Ellen Kerry Davis, a Jewish woman originally from Hoof, Germany, describes how her family’s friendships were impacted by Nazi rule.
What was the first sign of the changing, when Hitler came into power? When did you start to feel change?
Oh, very, very easily I can explain that one.
First of all, all the children we used to play with, either ignored us or threw stones at us or just called us Jew. Well, for a child who doesn't know what the difference is between a Christian and Jew, except that they went to a church, we went to a synagogue. And it hurt because we'd been friends. And I was only four years old.
And the main memory was the fact that my father's best friend was the village policeman. And I remember being a very nosy child, coming down one night hearing voices.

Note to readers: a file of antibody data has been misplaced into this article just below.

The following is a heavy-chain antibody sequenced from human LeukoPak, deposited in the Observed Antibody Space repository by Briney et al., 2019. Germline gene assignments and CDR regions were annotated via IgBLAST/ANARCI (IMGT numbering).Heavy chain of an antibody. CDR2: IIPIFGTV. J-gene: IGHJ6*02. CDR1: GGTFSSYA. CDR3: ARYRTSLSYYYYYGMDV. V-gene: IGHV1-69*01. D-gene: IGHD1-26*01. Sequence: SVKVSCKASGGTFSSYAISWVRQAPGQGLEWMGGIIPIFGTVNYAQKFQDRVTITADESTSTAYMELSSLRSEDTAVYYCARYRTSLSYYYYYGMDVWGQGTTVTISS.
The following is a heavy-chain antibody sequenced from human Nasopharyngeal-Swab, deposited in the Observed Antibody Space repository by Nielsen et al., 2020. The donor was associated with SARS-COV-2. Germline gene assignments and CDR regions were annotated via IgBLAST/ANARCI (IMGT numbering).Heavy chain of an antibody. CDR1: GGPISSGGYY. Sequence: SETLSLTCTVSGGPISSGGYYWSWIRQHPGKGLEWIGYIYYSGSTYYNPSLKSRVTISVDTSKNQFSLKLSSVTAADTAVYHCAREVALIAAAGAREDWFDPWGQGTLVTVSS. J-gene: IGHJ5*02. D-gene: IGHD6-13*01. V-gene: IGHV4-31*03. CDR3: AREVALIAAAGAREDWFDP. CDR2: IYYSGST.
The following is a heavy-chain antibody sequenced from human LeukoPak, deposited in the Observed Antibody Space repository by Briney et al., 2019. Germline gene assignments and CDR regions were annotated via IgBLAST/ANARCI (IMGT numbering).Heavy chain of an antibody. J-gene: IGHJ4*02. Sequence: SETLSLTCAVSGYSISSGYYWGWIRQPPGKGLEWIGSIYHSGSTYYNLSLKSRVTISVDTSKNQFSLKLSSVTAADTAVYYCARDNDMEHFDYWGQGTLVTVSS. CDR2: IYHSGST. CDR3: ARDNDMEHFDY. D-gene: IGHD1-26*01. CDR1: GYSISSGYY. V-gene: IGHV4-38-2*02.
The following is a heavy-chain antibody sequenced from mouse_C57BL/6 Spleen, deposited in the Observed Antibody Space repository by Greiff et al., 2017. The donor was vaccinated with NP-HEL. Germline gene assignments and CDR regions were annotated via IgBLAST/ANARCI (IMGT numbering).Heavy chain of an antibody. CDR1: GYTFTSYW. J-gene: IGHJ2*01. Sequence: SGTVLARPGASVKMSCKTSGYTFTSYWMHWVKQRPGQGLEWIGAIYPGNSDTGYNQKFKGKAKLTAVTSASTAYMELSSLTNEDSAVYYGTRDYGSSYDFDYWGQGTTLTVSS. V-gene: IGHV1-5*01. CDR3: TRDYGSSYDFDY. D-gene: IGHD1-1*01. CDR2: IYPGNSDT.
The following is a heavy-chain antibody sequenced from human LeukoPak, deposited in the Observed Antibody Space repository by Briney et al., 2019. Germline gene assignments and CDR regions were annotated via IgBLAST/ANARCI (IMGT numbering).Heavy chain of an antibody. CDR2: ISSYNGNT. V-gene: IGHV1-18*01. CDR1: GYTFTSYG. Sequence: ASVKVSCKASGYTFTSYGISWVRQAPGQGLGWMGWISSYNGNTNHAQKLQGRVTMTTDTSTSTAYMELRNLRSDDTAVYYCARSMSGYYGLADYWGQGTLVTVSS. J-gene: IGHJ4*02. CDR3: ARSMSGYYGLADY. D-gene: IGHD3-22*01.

And there was the village policeman and my father, the policeman who we called Uncle, saying to my father, Julius, don't talk to me in the street because I can't talk to you. If I shout at you, forgive me. Tell the children they mustn't call me Uncle because, he said, I have to wear this dreadful uniform. I have a family. And I have to live here.
And for the first time in my young life, I discovered that men could cry. I never knew that. I knew I could cry when I was hurt, but for men to cry? That I didn't know. And that was the greatest shock of all—the fact that these two big, strong men could cry.
And then I realized why, when he said tell the children that they mustn't call me Uncle and if I shout at them, tell them please take no notice.
Do you remember his name?
No I don't. I was four years old. Names don't come easily. These are things that stick in one's memory, but names never have. For me, names are something I don't remember.
But it was hard, because, as I said, I was only four years old and all these little friends who one took for granted suddenly turned into little enemies.